Patent notices on vintage sewing patterns

I receive alot of questions about patent notices on vintage sewing patterns. TRULY vintage/antique sewing patterns will never have a patent that you need be concerned with today because patent generally only lasted for 20 years. BUT, for fun and to learn more about patents-seeing them up close and personal check out patent status at the United States Patent and Trademark Office and  the Google Patent database.

Vintage sewing pattern patents

Patent Vogue Design: Marie J. Kraft

But here’s some fun information-in the event you’re not up to searching within the databases.

Information included in the patent application generally includes:

  • A title/name of the item.
  • The date the patent application was filed.
  • The name of the applicant.
  • The term of the patent, if granted.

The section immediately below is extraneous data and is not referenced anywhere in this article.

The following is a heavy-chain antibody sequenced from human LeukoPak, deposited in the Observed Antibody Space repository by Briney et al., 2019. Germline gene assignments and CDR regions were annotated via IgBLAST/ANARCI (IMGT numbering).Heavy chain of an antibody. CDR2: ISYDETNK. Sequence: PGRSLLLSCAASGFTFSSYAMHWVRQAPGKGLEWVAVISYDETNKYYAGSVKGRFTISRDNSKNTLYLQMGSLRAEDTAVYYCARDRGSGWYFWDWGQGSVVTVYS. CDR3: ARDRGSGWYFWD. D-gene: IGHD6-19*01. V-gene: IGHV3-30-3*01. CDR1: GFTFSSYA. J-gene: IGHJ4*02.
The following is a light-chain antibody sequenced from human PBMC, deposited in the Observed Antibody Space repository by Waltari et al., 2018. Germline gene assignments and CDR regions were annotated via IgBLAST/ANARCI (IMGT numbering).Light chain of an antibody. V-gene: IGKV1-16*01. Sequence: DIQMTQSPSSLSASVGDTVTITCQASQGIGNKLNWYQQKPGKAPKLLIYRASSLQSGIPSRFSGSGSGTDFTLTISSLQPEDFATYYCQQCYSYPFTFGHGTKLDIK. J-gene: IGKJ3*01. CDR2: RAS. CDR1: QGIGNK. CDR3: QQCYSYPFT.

• Illustration of the item at all views.

Clothing can be patented (although extremely difficult) if the garment is “a new, useful and obvious invention”.

Utility patents may be granted for new and useful processes, machine, articles of manufacture, composition of matter, or new and useful improvements.

Design patents may be granted to an inventor of new, original and ornamental design for an article of manufacture.

Sewing patents

1947-48 Marie J. Kraft apron patent

What do the words: “patent pending” stamped or printed on vintage sewing patterns mean?

According to the patent office it means someone had at one time applied for a patent for the pattern design.  The words served as a warning that a patent may be issued that would cover the item and that copiers should be careful because they might infringe if the patent issued.

Today-the notice or any issued patent mean absolutely nothing. The patent would have expired by now.

Once the patent issued, the patent owner sewing would stop using the phrase “patent pending”; replacing the phrase with something similar to start “covered by U.S. Patent Number XXXXXXX.”